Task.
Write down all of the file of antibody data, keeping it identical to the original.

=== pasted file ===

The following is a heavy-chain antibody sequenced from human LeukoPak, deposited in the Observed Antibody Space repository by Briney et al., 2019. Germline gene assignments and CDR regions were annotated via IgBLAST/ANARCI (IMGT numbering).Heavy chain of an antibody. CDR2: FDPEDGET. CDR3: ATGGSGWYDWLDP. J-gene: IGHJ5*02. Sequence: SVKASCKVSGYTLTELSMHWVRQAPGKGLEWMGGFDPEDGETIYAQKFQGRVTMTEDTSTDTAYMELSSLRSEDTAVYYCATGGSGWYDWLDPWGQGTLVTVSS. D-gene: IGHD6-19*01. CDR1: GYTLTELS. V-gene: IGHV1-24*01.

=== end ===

The following is a heavy-chain antibody sequenced from human LeukoPak, deposited in the Observed Antibody Space repository by Briney et al., 2019. Germline gene assignments and CDR regions were annotated via IgBLAST/ANARCI (IMGT numbering).Heavy chain of an antibody. CDR2: FDPEDGET. CDR3: ATGGSGWYDWLDP. J-gene: IGHJ5*02. Sequence: SVKASCKVSGYTLTELSMHWVRQAPGKGLEWMGGFDPEDGETIYAQKFQGRVTMTEDTSTDTAYMELSSLRSEDTAVYYCATGGSGWYDWLDPWGQGTLVTVSS. D-gene: IGHD6-19*01. CDR1: GYTLTELS. V-gene: IGHV1-24*01.